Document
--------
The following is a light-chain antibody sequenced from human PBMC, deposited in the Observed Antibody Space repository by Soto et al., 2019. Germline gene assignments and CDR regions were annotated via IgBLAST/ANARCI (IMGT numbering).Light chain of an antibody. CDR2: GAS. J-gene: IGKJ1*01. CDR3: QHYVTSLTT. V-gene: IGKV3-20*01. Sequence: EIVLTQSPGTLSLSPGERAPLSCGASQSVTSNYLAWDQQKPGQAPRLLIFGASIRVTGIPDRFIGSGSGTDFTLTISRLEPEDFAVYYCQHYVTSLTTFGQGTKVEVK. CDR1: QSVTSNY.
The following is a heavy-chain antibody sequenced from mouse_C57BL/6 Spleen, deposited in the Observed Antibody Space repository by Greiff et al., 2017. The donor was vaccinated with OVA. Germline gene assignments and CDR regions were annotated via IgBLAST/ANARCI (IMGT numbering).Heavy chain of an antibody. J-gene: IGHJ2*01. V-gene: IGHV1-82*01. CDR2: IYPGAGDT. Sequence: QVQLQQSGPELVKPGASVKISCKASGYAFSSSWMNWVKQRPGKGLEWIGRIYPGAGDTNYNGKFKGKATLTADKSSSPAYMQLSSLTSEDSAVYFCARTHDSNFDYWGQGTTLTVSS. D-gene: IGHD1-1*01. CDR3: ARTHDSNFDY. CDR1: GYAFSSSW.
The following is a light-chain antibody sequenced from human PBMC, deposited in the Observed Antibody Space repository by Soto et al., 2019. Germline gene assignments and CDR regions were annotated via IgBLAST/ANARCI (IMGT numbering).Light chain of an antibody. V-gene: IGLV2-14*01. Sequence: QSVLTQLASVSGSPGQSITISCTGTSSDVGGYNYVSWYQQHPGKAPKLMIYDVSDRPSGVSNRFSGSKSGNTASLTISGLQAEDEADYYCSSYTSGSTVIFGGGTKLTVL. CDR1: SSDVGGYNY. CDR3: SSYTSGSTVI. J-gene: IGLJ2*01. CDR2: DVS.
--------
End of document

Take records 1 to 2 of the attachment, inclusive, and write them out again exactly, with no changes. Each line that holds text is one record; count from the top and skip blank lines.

The following is a light-chain antibody sequenced from human PBMC, deposited in the Observed Antibody Space repository by Soto et al., 2019. Germline gene assignments and CDR regions were annotated via IgBLAST/ANARCI (IMGT numbering).Light chain of an antibody. CDR2: GAS. J-gene: IGKJ1*01. CDR3: QHYVTSLTT. V-gene: IGKV3-20*01. Sequence: EIVLTQSPGTLSLSPGERAPLSCGASQSVTSNYLAWDQQKPGQAPRLLIFGASIRVTGIPDRFIGSGSGTDFTLTISRLEPEDFAVYYCQHYVTSLTTFGQGTKVEVK. CDR1: QSVTSNY.
The following is a heavy-chain antibody sequenced from mouse_C57BL/6 Spleen, deposited in the Observed Antibody Space repository by Greiff et al., 2017. The donor was vaccinated with OVA. Germline gene assignments and CDR regions were annotated via IgBLAST/ANARCI (IMGT numbering).Heavy chain of an antibody. J-gene: IGHJ2*01. V-gene: IGHV1-82*01. CDR2: IYPGAGDT. Sequence: QVQLQQSGPELVKPGASVKISCKASGYAFSSSWMNWVKQRPGKGLEWIGRIYPGAGDTNYNGKFKGKATLTADKSSSPAYMQLSSLTSEDSAVYFCARTHDSNFDYWGQGTTLTVSS. D-gene: IGHD1-1*01. CDR3: ARTHDSNFDY. CDR1: GYAFSSSW.